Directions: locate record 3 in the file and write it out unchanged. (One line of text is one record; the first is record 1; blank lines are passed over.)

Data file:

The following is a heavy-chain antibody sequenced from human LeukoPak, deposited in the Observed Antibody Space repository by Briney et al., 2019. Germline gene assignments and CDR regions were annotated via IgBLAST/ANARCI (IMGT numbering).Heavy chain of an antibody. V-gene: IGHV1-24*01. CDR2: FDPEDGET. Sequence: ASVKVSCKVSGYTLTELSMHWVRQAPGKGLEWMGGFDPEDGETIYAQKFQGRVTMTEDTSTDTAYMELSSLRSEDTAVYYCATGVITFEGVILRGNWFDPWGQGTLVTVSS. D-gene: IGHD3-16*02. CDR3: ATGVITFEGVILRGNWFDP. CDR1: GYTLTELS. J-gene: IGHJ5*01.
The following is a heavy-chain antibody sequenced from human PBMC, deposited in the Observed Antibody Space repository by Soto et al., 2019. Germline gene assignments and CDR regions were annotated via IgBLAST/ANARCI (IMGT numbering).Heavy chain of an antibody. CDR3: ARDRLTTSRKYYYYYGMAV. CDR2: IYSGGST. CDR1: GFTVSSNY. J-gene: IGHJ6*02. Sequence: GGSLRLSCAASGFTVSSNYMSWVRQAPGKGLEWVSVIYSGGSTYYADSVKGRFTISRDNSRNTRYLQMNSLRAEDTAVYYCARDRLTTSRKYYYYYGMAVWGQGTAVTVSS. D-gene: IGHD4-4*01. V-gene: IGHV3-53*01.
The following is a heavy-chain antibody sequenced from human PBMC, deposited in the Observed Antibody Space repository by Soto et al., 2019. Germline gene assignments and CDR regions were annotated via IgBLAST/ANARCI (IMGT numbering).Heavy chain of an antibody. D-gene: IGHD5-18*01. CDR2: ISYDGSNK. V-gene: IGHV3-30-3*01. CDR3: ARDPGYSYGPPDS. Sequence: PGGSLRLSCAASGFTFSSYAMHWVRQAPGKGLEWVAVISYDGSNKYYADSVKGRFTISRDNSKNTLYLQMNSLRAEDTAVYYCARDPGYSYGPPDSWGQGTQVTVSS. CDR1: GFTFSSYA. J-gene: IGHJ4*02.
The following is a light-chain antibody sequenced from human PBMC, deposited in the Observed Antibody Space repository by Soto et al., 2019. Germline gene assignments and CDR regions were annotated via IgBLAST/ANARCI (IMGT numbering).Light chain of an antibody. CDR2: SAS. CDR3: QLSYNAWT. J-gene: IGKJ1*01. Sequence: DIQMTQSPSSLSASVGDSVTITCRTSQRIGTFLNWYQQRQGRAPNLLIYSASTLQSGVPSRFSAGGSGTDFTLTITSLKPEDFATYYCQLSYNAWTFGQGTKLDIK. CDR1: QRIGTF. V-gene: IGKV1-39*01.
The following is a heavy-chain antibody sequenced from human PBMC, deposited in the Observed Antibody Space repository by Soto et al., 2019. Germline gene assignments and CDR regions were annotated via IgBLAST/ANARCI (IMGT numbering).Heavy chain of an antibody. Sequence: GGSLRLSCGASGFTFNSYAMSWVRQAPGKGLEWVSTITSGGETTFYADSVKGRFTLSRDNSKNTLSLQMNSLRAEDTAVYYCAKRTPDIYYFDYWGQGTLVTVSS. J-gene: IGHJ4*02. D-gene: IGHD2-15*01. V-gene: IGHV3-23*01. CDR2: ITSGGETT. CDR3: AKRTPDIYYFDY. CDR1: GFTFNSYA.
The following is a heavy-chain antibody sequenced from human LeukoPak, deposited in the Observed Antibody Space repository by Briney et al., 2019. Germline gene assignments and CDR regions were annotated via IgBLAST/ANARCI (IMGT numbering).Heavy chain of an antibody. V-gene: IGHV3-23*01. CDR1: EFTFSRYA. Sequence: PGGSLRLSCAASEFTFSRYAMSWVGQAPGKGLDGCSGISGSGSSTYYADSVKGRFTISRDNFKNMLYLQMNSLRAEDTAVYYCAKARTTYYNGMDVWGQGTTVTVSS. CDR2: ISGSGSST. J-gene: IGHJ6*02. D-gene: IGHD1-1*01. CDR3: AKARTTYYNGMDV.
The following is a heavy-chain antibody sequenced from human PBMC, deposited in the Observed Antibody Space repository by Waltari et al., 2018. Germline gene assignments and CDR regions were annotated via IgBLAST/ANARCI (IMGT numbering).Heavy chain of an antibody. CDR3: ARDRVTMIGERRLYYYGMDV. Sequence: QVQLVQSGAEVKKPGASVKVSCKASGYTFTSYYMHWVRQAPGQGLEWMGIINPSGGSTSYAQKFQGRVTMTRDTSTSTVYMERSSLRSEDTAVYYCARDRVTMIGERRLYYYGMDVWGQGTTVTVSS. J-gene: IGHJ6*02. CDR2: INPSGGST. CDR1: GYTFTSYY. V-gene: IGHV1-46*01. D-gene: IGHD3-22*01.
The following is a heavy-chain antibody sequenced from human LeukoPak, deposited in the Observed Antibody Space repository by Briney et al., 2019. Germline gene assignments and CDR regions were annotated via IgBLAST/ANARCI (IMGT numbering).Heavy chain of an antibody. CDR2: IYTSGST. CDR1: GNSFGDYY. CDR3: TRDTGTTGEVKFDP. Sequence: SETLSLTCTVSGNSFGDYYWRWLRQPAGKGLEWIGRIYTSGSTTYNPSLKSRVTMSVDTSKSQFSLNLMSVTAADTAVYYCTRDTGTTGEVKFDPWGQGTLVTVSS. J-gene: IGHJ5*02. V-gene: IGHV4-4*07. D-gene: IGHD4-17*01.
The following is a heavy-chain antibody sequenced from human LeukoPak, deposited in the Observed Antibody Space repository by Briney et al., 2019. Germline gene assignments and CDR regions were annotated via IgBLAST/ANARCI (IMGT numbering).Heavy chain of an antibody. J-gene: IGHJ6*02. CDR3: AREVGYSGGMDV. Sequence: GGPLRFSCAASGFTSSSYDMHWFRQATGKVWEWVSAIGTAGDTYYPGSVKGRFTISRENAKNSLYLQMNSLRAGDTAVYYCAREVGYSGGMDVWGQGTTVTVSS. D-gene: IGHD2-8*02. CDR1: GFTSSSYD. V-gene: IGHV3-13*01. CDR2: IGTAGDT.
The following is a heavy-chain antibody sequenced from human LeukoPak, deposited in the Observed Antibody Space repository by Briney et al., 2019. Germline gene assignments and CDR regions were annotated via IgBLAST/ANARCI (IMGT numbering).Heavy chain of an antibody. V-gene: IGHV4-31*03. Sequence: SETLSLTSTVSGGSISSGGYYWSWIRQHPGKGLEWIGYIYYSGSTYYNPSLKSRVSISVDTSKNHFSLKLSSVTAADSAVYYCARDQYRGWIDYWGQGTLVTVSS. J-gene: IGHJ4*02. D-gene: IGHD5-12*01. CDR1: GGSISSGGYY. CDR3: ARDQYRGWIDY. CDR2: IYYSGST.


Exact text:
The following is a heavy-chain antibody sequenced from human PBMC, deposited in the Observed Antibody Space repository by Soto et al., 2019. Germline gene assignments and CDR regions were annotated via IgBLAST/ANARCI (IMGT numbering).Heavy chain of an antibody. D-gene: IGHD5-18*01. CDR2: ISYDGSNK. V-gene: IGHV3-30-3*01. CDR3: ARDPGYSYGPPDS. Sequence: PGGSLRLSCAASGFTFSSYAMHWVRQAPGKGLEWVAVISYDGSNKYYADSVKGRFTISRDNSKNTLYLQMNSLRAEDTAVYYCARDPGYSYGPPDSWGQGTQVTVSS. CDR1: GFTFSSYA. J-gene: IGHJ4*02.